Add one 8-ounce bag arugula to a large salad bowl. Heat oven to 350 degrees. On a baking sheet toss 2/3 cup walnut halves with 1 tablespoon olive oil, 1 tablespoon agave or honey, ½ tablespoon cumin, ½ teaspoon sea salt and ¼ teaspoon fresh cracked pepper. Bake for about 8–10 minutes, tossing once, until lightly toasted. Set aside to cool. Peel, core and dice 2 jiro persimmons. In a small bowl, whisk together 2 tablespoons olive oil, 2 tablespoons champagne or white balsamic vinegar, 1 tablespoon agave or honey and ½ teaspoon sea salt. Toss the arugula with a conservative amount of the vinaigrette. Gently fold in the persimmons, walnuts and ½ cup goat cheese crumbles, and serve with the extra vinaigrette on the side.

RELATED: 4 Ways To Use… Sweet Potatoes

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Try This Super Bowl Fitness Challenge http://triathlon.competitor.com/2016/02/training/try-this-super-bowl-fitness-challenge_128064 http://triathlon.competitor.com/2016/02/training/try-this-super-bowl-fitness-challenge_128064#comments Fri, 05 Feb 2016 17:16:53 +0000 http://triathlon.competitor.com/?p=128064

Photo: Shutterstock.com

Who says Sunday's big game has to result in a big calorie surplus? Peel yourself off the couch and try this challenge.

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Who says Sunday’s big game has to result in a big calorie surplus? Peel yourself off the couch and try this Super Bowl fitness challenge from Kyle Herrig, owner of Triplex Training in Chandler, Ariz., while you watch the game.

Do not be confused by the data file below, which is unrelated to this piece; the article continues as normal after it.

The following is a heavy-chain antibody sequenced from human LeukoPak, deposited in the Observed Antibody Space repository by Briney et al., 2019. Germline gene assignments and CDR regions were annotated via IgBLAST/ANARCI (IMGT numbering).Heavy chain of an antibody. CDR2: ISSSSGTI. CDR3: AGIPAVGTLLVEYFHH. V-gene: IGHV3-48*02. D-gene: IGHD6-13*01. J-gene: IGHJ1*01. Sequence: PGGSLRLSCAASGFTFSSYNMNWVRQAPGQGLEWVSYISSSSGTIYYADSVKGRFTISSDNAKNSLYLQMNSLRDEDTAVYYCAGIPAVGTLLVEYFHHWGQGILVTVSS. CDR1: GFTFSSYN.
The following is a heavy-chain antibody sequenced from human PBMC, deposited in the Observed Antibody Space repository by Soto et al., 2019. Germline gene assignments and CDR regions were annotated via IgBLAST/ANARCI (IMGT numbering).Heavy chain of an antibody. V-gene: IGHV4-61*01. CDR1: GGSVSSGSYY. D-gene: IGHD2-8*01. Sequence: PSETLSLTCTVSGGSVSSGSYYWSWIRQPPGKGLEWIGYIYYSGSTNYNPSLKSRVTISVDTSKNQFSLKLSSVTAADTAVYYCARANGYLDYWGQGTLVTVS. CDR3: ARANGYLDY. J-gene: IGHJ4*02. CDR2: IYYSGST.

Touchdown: 6 jump squats
Field goal: 3 sit-ups
Penalty-yardage in skaters (5 yard penalty, 5 skaters)
Beer commercial: 10 push-ups
Red flag challenge: plank until decision is made
Safety: run to your mailbox and back
Interception: 50 jumping jacks
Two-minute warning: wall sit until play resumes
Sack: 50 mountain climbers
Golden Gate Bridge is shown: 5 burpees

In for the challenge? Play along on game day and post your pictures or videos to social media with Herrig’s hashtag ‪#‎TriplexSBChallenge‬.

RELATED: Super Bowl Swim Set

RELATED – One-Hour Workout: 5 Strength Sessions, No Gym Required!

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Quick Set Friday: Kickboard Drills http://triathlon.competitor.com/2016/02/training/kickboard-drills-swim-workout-for-triathletes_75586 http://triathlon.competitor.com/2016/02/training/kickboard-drills-swim-workout-for-triathletes_75586#comments Fri, 05 Feb 2016 16:05:33 +0000 http://triathlon.competitor.com/?p=75586

Photo: Shutterstock.com

We feature a workout every Friday so you have new ideas to take to the pool.

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Triathlete contributor and swimming all-star Sara McLarty has a blog with more than 500 creative workouts used in her Masters swim program in Clermont, Fla. We’ll feature a workout every Friday so you have new ideas to take to the pool. On her blog (Mastersswimworkoutsbysaramclarty.blogspot.com), you can pick a Monday set for a long distance focus, a Wednesday set for sprint training, or Friday for creative open water skills.

A:
900 warm-up (3×200 swim/100 kick)